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The noble Lord said: My Lords, your Lordships are aware that I have already spoken on this amendment, because it was grouped with the government amendments at the beginning of our deliberations today. I do not propose to rehearse again the arguments that I put at that time. I was grateful for the support I received from all quarters of the House for the amendment.
There are one or two points to which I am entitled to reply that were made at that timein particular, on the syntactical infelicity to which the noble and learned Lord, Lord Mayhew, referred. I do not think that there is such an infelicity. Proposed new subsection (2) says:
All of us who have listened to todays debates will appreciate that it is very much the welfare of children that we have in mind and that if there is a promotion of the welfare of children it may well stop offending or reoffending in the way in which this amendment is phrased.
The noble Lord, Lord Kingsland, was good enough to say that we confront Section 37 of the Crime and Disorder Act 1998, with which, he said, the law began to go wrong. I was interested to discover that the noble Lord, Lord Windlesham, who was in his place earlier today, said about the provision in the then Bill, at Second Reading in December 1997:
As far as I can tell, creation of a general duty is an innovation not to be found in other parts of the system of criminal justice. While it sounds desirable enough in principle, there may be difficulties in reconciling it with international treaty obligations on the rights of the child and there will be an awkward question to be faced as to whether or not it should extend to defence counsel in criminal proceedings. But they are good intentions and good intentions often have practical consequences which must then be faced and resolved in some way that is regarded as satisfactory to the legislature.[Official Report, 16/12/97; col. 569.]
There have been practical problems. In my earlier remarks, I outlined how the provisions in the 1998 Act has been overtaken by later legislation that has incorporated our duties and responsibilities under international treaties.
What we are trying to do with his amendment is to rebalance the youth justice system so as to put the welfare of the child first and make it the purpose and principal aim of the statement of principle for the youth justice system as a whole. It is a principle that should not simply be confined to the courts sentencing and the purposes of the court in sentencing, to which Clause 9 refers. It should be a principle that applies across the board to every agency, whether it is the police, prison officers, youth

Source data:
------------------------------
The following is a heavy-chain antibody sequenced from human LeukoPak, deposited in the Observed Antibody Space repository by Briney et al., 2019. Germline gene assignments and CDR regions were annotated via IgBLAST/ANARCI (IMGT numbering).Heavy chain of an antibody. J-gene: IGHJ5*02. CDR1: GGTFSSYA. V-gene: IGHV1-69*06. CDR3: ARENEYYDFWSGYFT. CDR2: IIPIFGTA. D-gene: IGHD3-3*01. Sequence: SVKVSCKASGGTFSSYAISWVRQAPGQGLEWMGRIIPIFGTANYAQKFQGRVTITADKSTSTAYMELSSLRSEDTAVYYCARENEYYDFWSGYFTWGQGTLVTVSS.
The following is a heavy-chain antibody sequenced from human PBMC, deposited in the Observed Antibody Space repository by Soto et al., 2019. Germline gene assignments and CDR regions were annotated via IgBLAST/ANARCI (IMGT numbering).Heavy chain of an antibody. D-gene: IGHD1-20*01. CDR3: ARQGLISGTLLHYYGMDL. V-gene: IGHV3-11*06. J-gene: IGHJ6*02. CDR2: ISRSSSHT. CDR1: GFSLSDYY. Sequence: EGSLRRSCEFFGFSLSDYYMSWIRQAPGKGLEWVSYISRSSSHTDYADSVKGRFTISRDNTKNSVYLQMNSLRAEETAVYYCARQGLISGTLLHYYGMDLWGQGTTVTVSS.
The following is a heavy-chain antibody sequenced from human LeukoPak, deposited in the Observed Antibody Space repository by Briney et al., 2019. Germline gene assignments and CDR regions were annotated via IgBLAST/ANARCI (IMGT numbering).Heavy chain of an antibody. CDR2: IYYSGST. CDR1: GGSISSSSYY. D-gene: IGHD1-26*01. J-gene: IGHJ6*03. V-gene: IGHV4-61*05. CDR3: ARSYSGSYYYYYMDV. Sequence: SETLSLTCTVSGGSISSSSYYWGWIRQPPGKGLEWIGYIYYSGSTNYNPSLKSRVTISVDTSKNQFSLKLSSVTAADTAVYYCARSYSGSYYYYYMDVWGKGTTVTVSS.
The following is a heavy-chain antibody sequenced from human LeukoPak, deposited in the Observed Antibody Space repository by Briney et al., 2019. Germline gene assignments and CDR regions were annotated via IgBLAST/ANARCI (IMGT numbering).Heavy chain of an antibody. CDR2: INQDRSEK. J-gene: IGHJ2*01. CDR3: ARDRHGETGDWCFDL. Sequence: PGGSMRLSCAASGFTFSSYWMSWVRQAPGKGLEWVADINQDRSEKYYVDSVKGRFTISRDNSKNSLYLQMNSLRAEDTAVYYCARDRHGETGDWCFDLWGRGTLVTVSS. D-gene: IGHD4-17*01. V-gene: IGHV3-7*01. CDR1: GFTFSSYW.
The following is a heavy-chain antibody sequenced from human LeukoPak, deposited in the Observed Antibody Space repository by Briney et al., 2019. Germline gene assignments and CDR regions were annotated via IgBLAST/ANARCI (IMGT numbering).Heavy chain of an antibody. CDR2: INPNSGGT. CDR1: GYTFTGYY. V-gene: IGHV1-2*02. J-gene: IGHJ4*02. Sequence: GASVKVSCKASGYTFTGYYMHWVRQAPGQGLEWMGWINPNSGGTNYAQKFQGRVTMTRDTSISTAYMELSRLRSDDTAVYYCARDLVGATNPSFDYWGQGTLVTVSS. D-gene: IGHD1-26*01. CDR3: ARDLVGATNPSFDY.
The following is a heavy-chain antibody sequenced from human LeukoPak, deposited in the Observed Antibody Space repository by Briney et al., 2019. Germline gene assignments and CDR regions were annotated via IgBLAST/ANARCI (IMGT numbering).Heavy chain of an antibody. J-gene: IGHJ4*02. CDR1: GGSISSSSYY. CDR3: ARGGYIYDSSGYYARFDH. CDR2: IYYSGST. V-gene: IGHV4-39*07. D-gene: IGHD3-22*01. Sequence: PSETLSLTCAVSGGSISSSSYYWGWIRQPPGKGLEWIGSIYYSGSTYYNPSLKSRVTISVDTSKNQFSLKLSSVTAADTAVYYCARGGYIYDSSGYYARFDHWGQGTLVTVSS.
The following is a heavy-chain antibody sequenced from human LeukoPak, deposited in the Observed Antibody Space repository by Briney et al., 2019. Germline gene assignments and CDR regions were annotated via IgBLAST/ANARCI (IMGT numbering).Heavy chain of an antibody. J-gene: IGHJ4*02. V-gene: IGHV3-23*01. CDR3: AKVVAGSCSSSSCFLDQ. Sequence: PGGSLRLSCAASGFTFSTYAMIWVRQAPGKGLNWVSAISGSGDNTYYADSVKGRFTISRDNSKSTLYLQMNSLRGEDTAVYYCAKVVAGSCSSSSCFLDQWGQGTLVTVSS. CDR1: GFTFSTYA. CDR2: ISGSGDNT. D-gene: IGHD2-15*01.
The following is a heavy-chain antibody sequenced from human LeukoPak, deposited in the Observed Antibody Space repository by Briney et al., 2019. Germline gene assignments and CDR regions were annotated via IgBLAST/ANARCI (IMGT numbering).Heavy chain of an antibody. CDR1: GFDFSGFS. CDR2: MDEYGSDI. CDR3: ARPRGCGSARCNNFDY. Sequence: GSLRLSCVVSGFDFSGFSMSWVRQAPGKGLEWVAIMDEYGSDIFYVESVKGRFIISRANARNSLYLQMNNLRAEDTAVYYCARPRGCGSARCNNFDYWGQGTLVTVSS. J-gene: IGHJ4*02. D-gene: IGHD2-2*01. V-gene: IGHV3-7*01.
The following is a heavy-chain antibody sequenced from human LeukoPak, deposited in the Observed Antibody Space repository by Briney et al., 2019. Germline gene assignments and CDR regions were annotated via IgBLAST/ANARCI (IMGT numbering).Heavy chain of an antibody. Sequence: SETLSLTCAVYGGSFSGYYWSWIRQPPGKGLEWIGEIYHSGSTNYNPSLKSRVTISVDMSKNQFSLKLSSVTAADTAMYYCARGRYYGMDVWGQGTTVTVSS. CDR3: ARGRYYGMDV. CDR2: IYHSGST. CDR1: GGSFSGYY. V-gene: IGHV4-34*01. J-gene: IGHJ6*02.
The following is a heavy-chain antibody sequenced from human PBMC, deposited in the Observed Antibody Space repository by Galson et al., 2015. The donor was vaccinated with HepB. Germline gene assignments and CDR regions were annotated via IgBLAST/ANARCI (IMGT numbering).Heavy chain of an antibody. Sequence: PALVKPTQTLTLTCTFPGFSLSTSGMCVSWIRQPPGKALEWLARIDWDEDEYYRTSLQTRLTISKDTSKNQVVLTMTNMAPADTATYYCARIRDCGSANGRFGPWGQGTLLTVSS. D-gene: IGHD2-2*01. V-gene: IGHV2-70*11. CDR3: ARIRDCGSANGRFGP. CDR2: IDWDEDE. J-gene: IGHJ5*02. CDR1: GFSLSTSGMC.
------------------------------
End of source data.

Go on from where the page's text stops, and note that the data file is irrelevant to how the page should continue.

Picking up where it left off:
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Lord Hunt of Kings Heath: My Lords, the noble Lord, Lord Thomas, invitingly asks me to respond, but we had a very full debate on this group. Noble Lords will know that the House has kindly accepted the government amendment, which seeks to ensure that there is no hierarchy when it comes to the matters to which the court has to have regard, as it was thought there was by some noble Lords in Committee. I hope that noble Lords will consider that the government amendment properly deals with concerns that many noble Lords have.
Lord Thomas of Gresford: My Lords, we feel very strongly on these Benches on this issue. We feel that it is time to rebalance and bring up to date the youth justice system, so I intend to test the opinion of the House.
The noble Lord said: My Lords, this amendment was thoroughly debated in Committee. Therefore, I can be reasonably telegraphic in introducing it again at Report. Clause 10 proposes that suspended sentences cannot be ordered for summary offences heard in magistrates courts. The Governments argument for advancing that is that if the option to issue a suspended sentence is denied the court, it will impose a community sentence, thereby assisting the Government in their well known difficulties with prison overcrowding.
In our view, the inference is illusory. When one is dealing with a suspended prison sentence, as your Lordships know, one is dealing with an offence that has passed the custody threshold. This follows from guidance issued by the Sentencing Guidelines Council, as I indicated in Committee. At page 24 of the guidance, the Sentencing Guidelines Council sets out the questions that the court should ask itself. First, has the custody threshold been passed? Secondly, if so, is it unavoidable that a custodial sentence be imposed? Thirdly, if so, can that sentence be suspended? Thus, if a court concludes that a custodial sentence should be imposed and if the option of a suspended sentence is removed, as the Government so intend, prison is inevitable. Removing the power of magistrates to use suspended sentences for summary offences would have the opposite effect to that intended by the Government: it would increase the prison population, not reduce it. I beg to move.